The New Commodity Trading Guide: Eliminating People
- “Most of the world’s ills would be cured with one three-day open season on people.”
- —Ernest Hemingway
- “They’re not just getting rich...they’re getting even.”
- —Trading Places (1983)
An electric tension fills the air as Louis Winthorpe, III and Billy Ray Valentine muscle their way through the crowd of traders lining the New York Board of Trade’s frozen concentrated orange juice (FCOJ) trading pit. The traders are sweating from the heat generated by more than 100 tightly packed bodies, nervous with the anticipation of what’s to come. The clerks manning the phones surrounding the pit are on high alert.
The crop report will be released in just minutes. When those numbers are out, the market will move big time, creating and destroying fortunes in the process.
Winthorpe and Valentine are now standing shoulder to shoulder with other traders eyeing their arch nemesis—the ultimate slime ball, Clarence Beeks. Beeks believes he already knows the actual crop report numbers. He illegally obtained an advance copy of the report in his quest to corner the orange juice market on behalf of the infamous Duke Brothers. However, our heroes learned of Beeks’s plan: They managed to steal the real crop report back from Beeks and secretly delivered him a fake version.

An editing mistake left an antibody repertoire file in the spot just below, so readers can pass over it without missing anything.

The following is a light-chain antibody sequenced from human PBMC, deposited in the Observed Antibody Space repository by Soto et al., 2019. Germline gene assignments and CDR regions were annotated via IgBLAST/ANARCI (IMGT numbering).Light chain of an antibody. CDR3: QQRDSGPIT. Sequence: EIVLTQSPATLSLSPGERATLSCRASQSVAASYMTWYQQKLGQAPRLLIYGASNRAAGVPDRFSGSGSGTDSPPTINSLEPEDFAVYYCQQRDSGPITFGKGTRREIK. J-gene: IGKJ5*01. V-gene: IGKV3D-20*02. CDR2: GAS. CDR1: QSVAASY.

The “real” crop report will show a record-large orange harvest, resulting in huge supplies that will ultimately cause the traders to yell “Sell!” Beeks believes the numbers in his false report and will be looking for the orange crop numbers to be sharply lower. He is planning to “Buy!” in his quest to corner the orange juice market for the Dukes.
Futures are traded on margin, with only a small deposit required to purchase a large amount of an asset. It’s just as easy to short—to sell first and then buy back later (hopefully lower)—as it is to be a buyer. Commodities can be very volatile, particularly on crop report day.